There is therefore great opportunity to expand on the social capabilities of current ed-
ucational technologies in order to create long-term interpersonal connectedness in the
service of increased adaptivity in learning [30], and thereby increased learning gains.
In this vein, here we investigate the dynamics of social interaction in longitudinal peer
tutoring, as manifested in manifested in verbal and nonverbal behaviors. The aspect of
social interaction that we focus on is rapport management, as rapport is argued to be
one of the central constructs necessary to understanding successful helping relation-
ships [4]), and rapport management is abundantly present in peer tutoring [32]
Let us at this point step back to describe what we mean by rapport. Rapport is often
defined as ”a close and harmonious relationship in which the people concerned appear
to understand each other’s feelings or ideas and communicate well,” however we feel it
is best described by examples and so, below, are two examples from our corpus, of high
and low rapport, respectively.
High Rapport: Low Rapport:
P1:I suck at negative numbers; P2: [silent][long pause]
P2: it’s okay so do I; P1: shh;[long pause]
P1:{smile}P2: alright;
P2:uh actually no I don’t, negative numbers are easy P1: let me do my work;
In our own prior work, we proposed a computational model of long-term interper-
sonal rapport to explain how humans in dyadic interactions build, maintain and destroy
rapport through the use of specific conversational strategies [38]. Because these strate-
gies function to fulfill specific social goals and are instantiated in particular verbal and
nonverbal behaviors, studying the synergistic interaction of conversational strategies
and nonverbal behaviors on rapport management is important. To do so, not only a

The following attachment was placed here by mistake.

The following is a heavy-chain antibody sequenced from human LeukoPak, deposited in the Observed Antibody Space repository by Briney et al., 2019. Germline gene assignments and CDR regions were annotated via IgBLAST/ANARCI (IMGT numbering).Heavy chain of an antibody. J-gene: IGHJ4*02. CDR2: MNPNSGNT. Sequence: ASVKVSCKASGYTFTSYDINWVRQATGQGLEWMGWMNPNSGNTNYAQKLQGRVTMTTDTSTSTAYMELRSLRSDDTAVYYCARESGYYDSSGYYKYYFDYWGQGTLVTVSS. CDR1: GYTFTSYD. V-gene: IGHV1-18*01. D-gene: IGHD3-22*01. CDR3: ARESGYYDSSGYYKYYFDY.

qualitative examination of certain dyadic behavior patterns that benefit or hurt interper-
sonal rapport is essential, but it is also desirable to build automated frameworks to learn
fine-grained behavioral interaction patterns that index such social phenomena. The lat-
ter has received less attention, in part due to the time-intensive nature of collecting and
annotating behavioral data for different aspects of interpersonal connectedness, and the
difficulty of developing and using machine learning algorithms that can take the time
course of interaction among different modalities and between interlocutors into account.
Learning fine-grained behavioral interaction patterns that index rapport is the focus of
the current work. There are three key issues that we believe should be taken into con-
sideration when performing such assessment.
(1) When the foundational work by [35] described the nature of rapport, three in-
terrelating components were posited: positivity, mutual attentiveness and coordination.
Their work demonstrated, that over the course of a relationship, positivity decreases
and coordination increases. Factors such as these, then, depend on the stage of relation-
ship between interlocutors [38], and therefore it is necessary to take into account the
relationship status of a dyad when extracting dyadic patterns of rapport. (2) while our
previous work [28] discovered some of the common behaviors exhibited by dyads in
peer tutoring to build or maintain rapport; playful teasing, face-threatening comments,
attention-getting, etc., tutors and tutees were looked at separately, and each of these
behaviors was examined in isolation from one another. In the current work, our inter-
est is in moving beyond individual behaviors to focus on temporal sequences of such
behaviors in the dyadic context. Likewise, our prior work did not distinguish between
rapport management during task (tutoring) vs social activities. We believe that the in-
teractions between verbal and nonverbal behaviors may manifest differently in social
and tutoring periods, since the roles of a tutor and tutee are more evident in the tutoring
compared to the social periods. (3) Most prior computational work examining rapport,
such as [12, 13, 18], has used post-session questionnaires to asses rapport. However, to
measure the effect of multimodal behavioral patterns on rapport and better reason about
the dynamics of social interaction, a finer-grained ground truth for rapport is needed.
In this paper, then, we take a step towards addressing the above limitations. To create
a longitudinal peer tutoring corpus, we compared friend to stranger dyads, bringing each